We cannot infer that such reason prompted Congress to intend judicial involvement with Section 613, however, given the other considerations mentioned above. We refer especially to the distinct refusal by Congress even to vest itself with the power to halt a closing by majority resolution of either House, a power that would have enabled Congress to halt a closing virtually as quickly as could any court injunction.
Given the above-mentioned considerations, we do not think it reasonable to presume Congress intended courts to interpret and enforce Section 613 and its requirements. If this presumption is wrong, and Congress intends courts to interpret Section 613 in individual cases, Congress may so instruct the courts. Given the presumption that we have reached, however, and in the absence of any expression of such Congressional intent in either Section 613 or its legislative history, we conclude we may not attempt to decide whether Section 613 has been complied with in this particular case.
While we decide this case on the grounds just set forth, we would add that we believe the issue of whether the requirements of Section 613 have been met, at least in the circumstances of this case, might well be considered a non-justiciable issue because of the difficulty presented in judicially attempting to decide what degree or extent of information Section 613 requires.
This difficulty arises from the complete absence in Section 613 of any standards by which a court can determine the degree of information necessary to constitute a "full" report in any particular case, and the lack of any other objective criteria by which a court can make such a determination. In essence, the only decisive standard by which to judge whether any particular report given Congress meets Section 613's requirements is subjective Congressional opinion. That is, in reality Section 613 requires that degree of information which Congress desires, or that degree of information which will satisfy Congress.
Absent express Congressional determination on the adequacy of any particular report, however, a court has no way to ascertain the adequacy of that report in Congress' opinion. A court cannot, for example, intuit or otherwise "divine" the opinion of Congress.
While the seven Congressional plaintiffs in this case contend the report furnished Congress in this case is inadequate under Section 613, that statute speaks of a full report to Congress, which we read to mean Congress as a whole.
We do not, therefore, believe we could judge the report in question here inadequate under Section 613 because the seven Congressional plaintiffs here believe it so.
Nor do we find any evidence that the seven Congressional plaintiffs here have authority to speak for the entire Congress. We have in fact no evidence that these plaintiffs raised the issue of the report in question here with the Congress as a whole or the Congressional leadership.
In addition, putting aside the issue of the justiciability in cases generally of the adequacy of a report under Section 613, we have in this case a fact which argues at the very least for the non-justiciability of the adequacy of the report in question in this particular case. In this particular case, the Speaker of the House, in a letter to the Department of the Army acknowledging receipt of the report in question here, expressly referred to it as the full report which Section 613 requires. Moreover, the report was subsequently accepted on the floor of the House.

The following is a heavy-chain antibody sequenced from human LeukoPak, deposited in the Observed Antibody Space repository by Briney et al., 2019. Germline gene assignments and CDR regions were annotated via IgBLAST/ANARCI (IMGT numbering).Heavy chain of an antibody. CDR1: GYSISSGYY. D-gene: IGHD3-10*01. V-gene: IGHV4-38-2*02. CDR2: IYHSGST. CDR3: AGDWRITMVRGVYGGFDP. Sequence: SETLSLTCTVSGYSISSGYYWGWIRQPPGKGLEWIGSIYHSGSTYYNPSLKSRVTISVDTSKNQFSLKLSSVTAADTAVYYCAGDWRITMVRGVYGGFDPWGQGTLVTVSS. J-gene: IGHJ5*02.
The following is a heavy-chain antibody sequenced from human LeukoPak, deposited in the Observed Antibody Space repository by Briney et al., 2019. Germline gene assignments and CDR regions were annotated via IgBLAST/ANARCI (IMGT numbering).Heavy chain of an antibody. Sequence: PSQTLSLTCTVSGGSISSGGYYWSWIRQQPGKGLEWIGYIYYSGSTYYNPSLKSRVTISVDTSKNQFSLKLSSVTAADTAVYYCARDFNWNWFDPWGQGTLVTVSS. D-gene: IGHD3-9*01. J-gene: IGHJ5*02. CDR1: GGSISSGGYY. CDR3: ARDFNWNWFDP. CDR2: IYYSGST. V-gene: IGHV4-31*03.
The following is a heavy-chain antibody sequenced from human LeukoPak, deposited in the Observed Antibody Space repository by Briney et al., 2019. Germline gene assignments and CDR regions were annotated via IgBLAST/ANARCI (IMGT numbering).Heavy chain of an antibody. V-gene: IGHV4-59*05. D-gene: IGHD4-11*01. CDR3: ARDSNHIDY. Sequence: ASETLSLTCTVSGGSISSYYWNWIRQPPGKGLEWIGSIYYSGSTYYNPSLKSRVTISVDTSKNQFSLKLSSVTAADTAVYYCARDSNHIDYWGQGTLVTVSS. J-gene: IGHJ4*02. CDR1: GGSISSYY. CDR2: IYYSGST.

Plaintiffs contend we should give no or little weight to the Speaker's letter and the floor acceptance of the report, since plaintiffs contend these actions were done with no true evaluation of whether the report complied with Section 613. It hardly stands, however for a court to attempt to decide whether to attribute to some action of Congress or a Congressional leader a meaning other than the meaning the action objectively conveys. If we were to reach the merits of the sufficiency under Section 613 of defendants' report in this case, the above described letter of the Speaker and the floor acceptance by the House might dictate strongly in favor of finding the report adequate. Since we do not reach this issue, suffice it to say that these actions by the Speaker and the House dictate strongly in favor of our conclusion that a court could face only great difficulty in attempting to decide the adequacy under Section 613 of a report in any particular case, and that this degree of difficulty could render such issue of a report's adequacy non-justiciable.
In reaching our decisions about Congressional intent as to Section 613 and the justiciability of that section, we would add that we have not failed to consider the temporary restraining order issued by Judge Pettine of the United States District Court for the District of Rhode Island in a case similar to this. National Association of Government Employees, Inc., et al v. Elliot L. Richardson, et al (June 12, 1973). Judge Pettine expressly stated in his opinion accompanying that order that the case presented issues of a highly complex nature, and that he entered the temporary restraining order only so as to preserve the status quo for the moment. Judge Pettine's order thus not only did not expressly deal with the issues we have treated in our opinion, but also can not be read to imply a conclusion on these issues different than those which we have reached.
Accordingly, for the reasons stated above, we must deny plaintiffs' request for an injunction and for declaratory relief.